FOR many parents the bedtime routine can be a nightly battle.
With clocks going forward on March 28 – we will all be losing a much-needed hour of sleep and kids are likely to be the most affected.
As the clocks go forward this weekend – here’s some tips to ensure your little one reaches the land of nod[/caption]
Lockdown has meant that most kids have been cooped up in doors for longer – making it harder for fatigued parents to tire them out and get them to bed at a reasonable hour.
Restrictions have also meant that most kids, up until the start of this month, had been learning at home.
Additional screen time has also come from higher computer and technology usage – because let’s face it, sometimes it’s easier to let them binge-watch Peppa Pig.
The experts at children’s storytelling audio device company tonies say that establishing a healthy sleep routine for children has never been so important, and the last thing parents want on Monday morning is groggy, sleep-deprived little ones!
Sleep expert Mandy Gurney, founder of Millpond Children’s Sleep Clinic has revealed her top five tips on helping children get to sleep.
1. Set the scene
Mandy said that it all comes down to planning when it comes to getting your child off to bed at a reasonable hour.
She said: “Start thinking about your child’s bedtime an hour before you want them to be asleep.
“Tidy away toys and turn off all screens including phones, tablets and computers, as blue light can interfere with the production of the sleep hormone, melatonin.
“Dim the lights in their bedroom, too – this will also help with melatonin production.”
Mandy added that during this hour, it’s also best to avoid giving your child any sugary food and drinks, as these could impact on their sleep.
Mandy suggested turning off screens and computers an hour before your child goes to bed[/caption]
2. Adjust their sleep pattern
While schools have been closed over the past few months, children have become used to staying up later and sleeping in a little more in the mornings.
Schools and nurseries have now restarted for all children and the change in routine could be impacting your child’s sleep rotuine.
“This may just be a matter of pressing the ‘reset button’ on their sleep routine – if they are now taking an excruciating hour or more to fall asleep, it is important to teach them how to nod off in 10-15 minutes again.
“The aim of this technique is to gradually shift children’s body clock earlier in small increments until they are able to fall asleep at a more suitable time”, Mandy said.
To improve your chances of success, Mandy advised keeping a sleep diary.
In this you should record what time your child naturally falls asleep and then for three nights after that, put your child to bed at the latest time you have recorded in the diary.
Keeping a sleep diary for your child could help you get on top of their sleep schedule[/caption]
She added: “Explain to your child that they will be staying up a little later for a few days, keeping specifics about timings to a minimum.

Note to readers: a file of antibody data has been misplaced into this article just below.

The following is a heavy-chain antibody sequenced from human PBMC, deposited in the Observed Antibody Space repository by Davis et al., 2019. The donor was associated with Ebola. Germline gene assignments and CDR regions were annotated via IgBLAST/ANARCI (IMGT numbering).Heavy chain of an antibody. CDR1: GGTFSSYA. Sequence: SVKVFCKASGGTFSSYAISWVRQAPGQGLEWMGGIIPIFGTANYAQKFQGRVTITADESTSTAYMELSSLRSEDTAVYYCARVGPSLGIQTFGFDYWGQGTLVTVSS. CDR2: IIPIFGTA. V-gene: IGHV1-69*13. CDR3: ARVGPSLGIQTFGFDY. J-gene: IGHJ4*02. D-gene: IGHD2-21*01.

“When it comes to bedtime, start their bedtime routine about 30 minutes before putting them to bed, keeping activities calm, relaxing and quiet.
“Say goodnight 15 minutes before your child usually falls asleep. They should be asleep 15 minutes later.”
When the morning comes, Mandy said you should wake them up 15 minutes earlier than you usually would – this she says will get them into the daylight as soon as possible, to help suppress melatonin and reset their circadian rhythm.
She added: “Repeat this pattern, moving bedtime and wakeup time earlier by 15 minutes at a time, until you reach the time that is right for your child’s school schedule.”
3. A good bedtime routine
Even as adults it’s great to have a good bedtime routine and Mandy says this should be a big part of family life.
Mandy said that once you have your routine in place then you should try and follow the same steps each night.
She said: “With such a huge change in routine on returning to school, some much-needed stability and a sense of calm can do wonders to soothe any anxieties that may have cropped up.
“These steps will set up the expectation for your child that bedtime is on the way and will give them the familiarity and security they need to be calm and relaxed before sleep.”
A good bedtime routine can be beneficial to both your child and you[/caption]
4. Relaxation is key
Even adults find it hard to switch off and it’s exactly the same when it comes to kids.
Mandy recommends giving your child a warm bath for no longer than ten minutes.
She said you should avoid making this pre-bed bath an opportunity for play time to prevent over-stimulation before bed.
“Afterwards, go straight from the bathroom into the bedroom. To keep the routine focused, it’s best not to go back into the living area as your child may become distracted”, Mandy added.
5. Bedtime stories and soothing sounds
Many children look back at bedtime stories with fond memories.
Mandy suggests that each night you should end the bedtime routine with a story.
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She said: “Listening to well-loved stories will help your child to relax and this will soon become a familiar part of their bedtime routine that your child associates with the end of the day and time for sleep.”
Mandy said that products such as Sleepy Time Tonies can help as they include much loved characters from shows such as “In the Night Garden”.
“Try to avoid any discussions or lots of chatting at this time as this could stimulate your child’s brain too much.
“After a kiss and cuddle goodnight, leave the bedroom: they should be asleep around 15 minutes later”, she added.
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